Examples of metabolic diseases include phenylketonuria (PKU), diabetes, and gout. PKU is a rare condition where the body cannot break down an amino acid called phenylalanine, which can lead to serious health problems if left untreated. Diabetes is a common disorder that occurs when your body doesn't produce enough insulin or can't properly use the insulin it produces, leading to high blood sugar levels. Gout is a type of arthritis that results from too much uric acid in the body, which can form crystals in the joints and cause pain and inflammation.

Metabolic diseases can be inherited or acquired through environmental factors such as diet or lifestyle choices. Many metabolic diseases can be managed with proper medical care, including medication, dietary changes, and lifestyle modifications.

Electric impedance is a measure of opposition to the flow of alternating current (AC) in an electrical circuit or component, caused by both resistance (ohmic) and reactance (capacitive and inductive). It is expressed as a complex number, with the real part representing resistance and the imaginary part representing reactance. The unit of electric impedance is the ohm (Ω).

In the context of medical devices, electric impedance may be used to measure various physiological parameters, such as tissue conductivity or fluid composition. For example, bioelectrical impedance analysis (BIA) uses electrical impedance to estimate body composition, including fat mass and lean muscle mass. Similarly, electrical impedance tomography (EIT) is a medical imaging technique that uses electric impedance to create images of internal organs and tissues.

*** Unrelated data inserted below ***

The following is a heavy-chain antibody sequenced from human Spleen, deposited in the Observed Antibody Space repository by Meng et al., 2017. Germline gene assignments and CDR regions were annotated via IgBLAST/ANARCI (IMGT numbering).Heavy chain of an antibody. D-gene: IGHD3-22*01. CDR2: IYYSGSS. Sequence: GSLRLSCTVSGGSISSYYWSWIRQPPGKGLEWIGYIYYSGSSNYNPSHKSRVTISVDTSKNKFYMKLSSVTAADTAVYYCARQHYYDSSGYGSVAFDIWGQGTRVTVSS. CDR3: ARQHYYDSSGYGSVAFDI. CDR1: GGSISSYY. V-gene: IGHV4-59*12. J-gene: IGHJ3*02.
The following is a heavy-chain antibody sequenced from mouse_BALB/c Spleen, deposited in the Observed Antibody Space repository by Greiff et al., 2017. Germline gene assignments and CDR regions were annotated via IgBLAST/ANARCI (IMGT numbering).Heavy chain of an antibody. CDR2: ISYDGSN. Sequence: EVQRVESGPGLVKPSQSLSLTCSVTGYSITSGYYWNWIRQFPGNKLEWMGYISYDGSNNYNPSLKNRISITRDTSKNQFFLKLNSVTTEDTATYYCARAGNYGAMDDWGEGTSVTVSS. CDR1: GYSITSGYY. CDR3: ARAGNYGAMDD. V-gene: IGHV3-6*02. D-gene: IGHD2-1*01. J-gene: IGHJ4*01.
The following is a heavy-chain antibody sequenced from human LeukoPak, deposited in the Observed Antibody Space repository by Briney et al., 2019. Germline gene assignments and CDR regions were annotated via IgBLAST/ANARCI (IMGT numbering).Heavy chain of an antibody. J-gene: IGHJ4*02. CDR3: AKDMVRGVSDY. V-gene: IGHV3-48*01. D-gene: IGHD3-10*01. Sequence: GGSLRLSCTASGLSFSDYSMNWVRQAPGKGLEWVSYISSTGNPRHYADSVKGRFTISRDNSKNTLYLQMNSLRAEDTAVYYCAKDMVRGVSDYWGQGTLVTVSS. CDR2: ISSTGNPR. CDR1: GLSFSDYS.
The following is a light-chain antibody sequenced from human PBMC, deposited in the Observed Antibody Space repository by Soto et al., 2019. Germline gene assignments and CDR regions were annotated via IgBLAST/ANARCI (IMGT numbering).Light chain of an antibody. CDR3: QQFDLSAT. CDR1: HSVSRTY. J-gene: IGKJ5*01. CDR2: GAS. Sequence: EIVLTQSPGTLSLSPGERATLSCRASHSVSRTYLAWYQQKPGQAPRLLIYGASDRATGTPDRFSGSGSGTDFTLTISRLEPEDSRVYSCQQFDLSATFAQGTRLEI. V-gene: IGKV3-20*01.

I'm sorry for any confusion, but the term "Western World" is a geopolitical and cultural term, rather than a medical one. It generally refers to societies or countries in Europe, North America, Australia, and New Zealand that share common cultural and historical roots. It does not have a specific medical definition. However, it is often used in medical literature to compare and contrast health statistics, disease prevalence, and healthcare systems between Western and non-Western countries.

C-reactive protein (CRP) is a protein produced by the liver in response to inflammation or infection in the body. It is named after its ability to bind to the C-polysaccharide of pneumococcus, a type of bacteria. CRP levels can be measured with a simple blood test and are often used as a marker of inflammation or infection. Elevated CRP levels may indicate a variety of conditions, including infections, tissue damage, and chronic diseases such as rheumatoid arthritis and cancer. However, it is important to note that CRP is not specific to any particular condition, so additional tests are usually needed to make a definitive diagnosis.

I'm sorry for any confusion, but "Republic of Belarus" is a country located in Eastern Europe, and it doesn't have a medical definition. If you have any questions related to medical topics or health care in Belarus, I would be happy to try to help with those!